The Benefits of Pets for Seniors

Pets are a source of love, joy, connection and emotional support. Whether it’s a wagging tail, a gentle purr or a warm nuzzle, the presence of a furry friend can bring endless comfort, happiness, and a sense of well-being into your life. According to a CDC study, the bond between people and their pets can also:  

  • Increase physical activity 
  • Decrease stress 
  • Decrease blood pressure and heart disease 
  • Decrease cholesterol levels 

And the list goes on! There is even opportunity for pets to help those with hearing loss! There are many organizations that provide service animals and some services can help you train your own dog to alert you to sounds in crowded places or alarms in emergencies.  

If you’re thinking about bringing a pet into your life, here are some more benefits of pet ownership.  


One of the greatest benefits of pets for seniors is companionship. Studies show that owning a pet can decrease feelings of loneliness and build your social support.  

Providing care for a pet can also help set up a routine, which over time will strengthen your relationship with your pet. This study shows that seniors who owned a pet were 36% less likely to experience loneliness than seniors who do not have a pet. Animals such as cats and dogs often love to be cuddled and close to people, providing a source of unconditional love and companionship. 

Relieve Stress 

Simply playing and cuddling with your pet can decrease stress and lower your blood pressure! According to a national poll, three-quarters of pet owners aged 50 to 80 say their animals reduce their stress and give them a sense of purpose. 

Spending time with a pet can also encourage you to be more present, instead of worrying about the future or living in the past. “Dogs and cats live very much in the present,” says Dr. Jay P. Granat, a New Jersey-based psychotherapist. “They don’t worry about tomorrow. An animal embodies that sense of here and now, and it tends to rub off on people.”  

Additional Health Benefits 

Pets provide a great reason to form exercise habits, such as daily walks, which can help improve your heart health and lower your blood pressure and blood sugar. Dogs are particularly great at encouraging their owners to get out of the house.  

Simply taking your dog on a walk through your neighborhood is a great conversation starter! Imagine an easy morning walk with Fido can help keep you healthy, give you something to look forward to, and help you meet more neighbors who also have dogs. Win, win, win!  

study by the University of Michigan and sponsored by AARP found that 70% of seniors said their pets helped them cope with mental and physical health issues. The same study showed that almost half of seniors said their pets helped take their mind off pain.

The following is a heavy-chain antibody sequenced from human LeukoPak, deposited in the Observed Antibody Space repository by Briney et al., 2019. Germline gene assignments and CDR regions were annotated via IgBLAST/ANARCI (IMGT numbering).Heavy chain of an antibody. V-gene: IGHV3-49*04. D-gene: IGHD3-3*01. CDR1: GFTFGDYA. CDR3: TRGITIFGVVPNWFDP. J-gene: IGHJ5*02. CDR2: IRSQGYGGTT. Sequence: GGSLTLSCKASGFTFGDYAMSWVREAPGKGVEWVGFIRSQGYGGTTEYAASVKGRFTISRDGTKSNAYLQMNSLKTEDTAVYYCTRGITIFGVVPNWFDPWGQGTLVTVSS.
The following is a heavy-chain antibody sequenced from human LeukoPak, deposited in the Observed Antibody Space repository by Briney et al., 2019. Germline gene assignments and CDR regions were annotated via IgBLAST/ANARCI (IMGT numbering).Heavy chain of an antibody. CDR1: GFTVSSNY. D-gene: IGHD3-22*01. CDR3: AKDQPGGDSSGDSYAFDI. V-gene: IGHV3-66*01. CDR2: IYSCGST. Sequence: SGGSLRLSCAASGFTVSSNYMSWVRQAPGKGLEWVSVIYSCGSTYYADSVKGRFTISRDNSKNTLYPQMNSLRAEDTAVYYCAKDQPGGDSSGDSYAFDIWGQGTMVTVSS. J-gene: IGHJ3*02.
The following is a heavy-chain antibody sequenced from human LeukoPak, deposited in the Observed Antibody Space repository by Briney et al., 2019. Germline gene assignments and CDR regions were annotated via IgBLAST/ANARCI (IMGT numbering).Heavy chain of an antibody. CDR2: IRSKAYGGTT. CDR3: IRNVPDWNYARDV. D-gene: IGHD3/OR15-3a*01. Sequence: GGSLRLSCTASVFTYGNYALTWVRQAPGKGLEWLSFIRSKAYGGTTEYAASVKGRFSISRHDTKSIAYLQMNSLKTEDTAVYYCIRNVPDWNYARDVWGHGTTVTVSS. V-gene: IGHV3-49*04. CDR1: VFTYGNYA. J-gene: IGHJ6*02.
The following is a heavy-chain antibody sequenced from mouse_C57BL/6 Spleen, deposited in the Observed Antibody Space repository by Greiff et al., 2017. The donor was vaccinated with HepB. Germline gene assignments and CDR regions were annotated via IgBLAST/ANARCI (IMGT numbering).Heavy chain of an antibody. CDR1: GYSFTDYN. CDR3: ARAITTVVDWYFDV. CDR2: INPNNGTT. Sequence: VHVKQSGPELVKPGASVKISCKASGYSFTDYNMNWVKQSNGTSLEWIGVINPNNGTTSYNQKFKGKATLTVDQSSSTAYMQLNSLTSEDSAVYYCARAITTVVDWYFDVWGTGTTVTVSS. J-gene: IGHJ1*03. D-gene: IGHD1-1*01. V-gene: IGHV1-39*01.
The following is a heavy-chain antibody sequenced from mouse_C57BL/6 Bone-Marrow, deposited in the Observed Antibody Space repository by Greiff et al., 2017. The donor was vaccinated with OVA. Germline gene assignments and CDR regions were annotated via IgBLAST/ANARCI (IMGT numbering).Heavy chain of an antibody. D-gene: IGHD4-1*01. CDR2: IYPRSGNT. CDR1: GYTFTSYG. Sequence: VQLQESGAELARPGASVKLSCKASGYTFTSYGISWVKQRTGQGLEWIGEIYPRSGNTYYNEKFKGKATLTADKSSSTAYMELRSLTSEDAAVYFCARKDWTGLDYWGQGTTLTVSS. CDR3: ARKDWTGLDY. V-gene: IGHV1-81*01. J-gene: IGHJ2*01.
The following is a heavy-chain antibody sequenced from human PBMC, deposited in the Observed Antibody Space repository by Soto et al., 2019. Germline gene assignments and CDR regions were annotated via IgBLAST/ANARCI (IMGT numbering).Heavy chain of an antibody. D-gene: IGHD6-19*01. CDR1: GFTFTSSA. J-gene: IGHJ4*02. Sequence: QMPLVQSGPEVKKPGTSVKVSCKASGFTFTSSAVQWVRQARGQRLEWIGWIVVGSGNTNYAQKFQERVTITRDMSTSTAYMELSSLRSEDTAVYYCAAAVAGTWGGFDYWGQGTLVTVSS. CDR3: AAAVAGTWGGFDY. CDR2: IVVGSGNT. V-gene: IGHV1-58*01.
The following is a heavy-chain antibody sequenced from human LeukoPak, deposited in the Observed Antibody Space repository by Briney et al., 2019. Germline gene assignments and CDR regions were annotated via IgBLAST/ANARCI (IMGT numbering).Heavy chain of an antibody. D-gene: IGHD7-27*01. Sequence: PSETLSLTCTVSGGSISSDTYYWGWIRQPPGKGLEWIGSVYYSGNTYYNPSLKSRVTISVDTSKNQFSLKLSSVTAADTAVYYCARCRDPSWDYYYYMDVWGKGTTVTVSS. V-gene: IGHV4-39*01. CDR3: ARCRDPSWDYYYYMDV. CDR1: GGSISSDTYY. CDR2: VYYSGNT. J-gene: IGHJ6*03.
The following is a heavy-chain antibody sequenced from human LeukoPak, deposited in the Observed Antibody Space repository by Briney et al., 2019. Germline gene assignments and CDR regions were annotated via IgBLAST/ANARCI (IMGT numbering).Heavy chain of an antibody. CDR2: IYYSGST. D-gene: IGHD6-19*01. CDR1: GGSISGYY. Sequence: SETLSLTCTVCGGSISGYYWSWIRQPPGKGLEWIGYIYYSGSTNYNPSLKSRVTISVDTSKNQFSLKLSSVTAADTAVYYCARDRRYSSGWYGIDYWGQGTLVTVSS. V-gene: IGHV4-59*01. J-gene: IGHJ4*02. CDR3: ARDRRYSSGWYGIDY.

Companion Pets for Seniors: What to Know 

While there are many benefits to pets for seniors, here are some other important things to consider before adopting a pet. 

What’s the Best Pet for Seniors? 

While this answer will vary from person to person, the CDC compiled a list of questions that will help seniors find which pet is best for them:  

  • How long will this animal live?  
  • What does the pet eat?  
  • What type of exercise and how much will the pet need?  
  • How large will it grow?  
  • How much will veterinary care cost?  
  • Do I have enough time to care for this animal?  
  • What type of habitat does this pet need?  
  • Are pets allowed in my house/apartment/condo/senior center?  

Before welcoming any pet into your home, it’s important to do your research. It’s also important to have a support system and contingency plan in place in case of hospital visits, injuries or changes to your living situation. With so many different types of pets, how do you know which one is right for you? To help, here is a list of some of the most popular pets for seniors:  

  • Dogs: Boston terriers, cavalier King Charles spaniels, poodles, pugs and Yorkshire terriers 

While many types of dogs can make great pets, smaller dogs like these may be easier for you to pick up, cuddle and manage day-to-day. Different breeds have a range of different energy levels and personality types as well.    

  • Cats: American shorthairs, longhairsHimalayans and ragdolls 

Most cats in the US will fall under American shorthair or longhair. Their personality will vary from kitty to kitty. They can be sweet and snuggly or more content to sit next to you while you watch your daily soaps.  

  • Fishbettas, goldfish, guppies, mollies and tetras  

A fish tank can be a low-energy way to enjoy a beautiful pet – or several pets in one tank!  

Adopt, Don’t Shop 

If you’ve done your research and are ready to bring a pet into your life, there are a lot of wonderful organizations to help you find your new furry best friend! A great place to start is by reaching out to your local SPCA or animal shelter. Many of these organizations will waive fees for seniors over 65 years old, and they often have programs to help cover adoption fees. is another great resource to help you find the right dog or cat to adopt into your family.  

Of course, once you bring your new pet home, make sure to add their veterinarian into your favorite contacts on your ClearCaptions Phone!  

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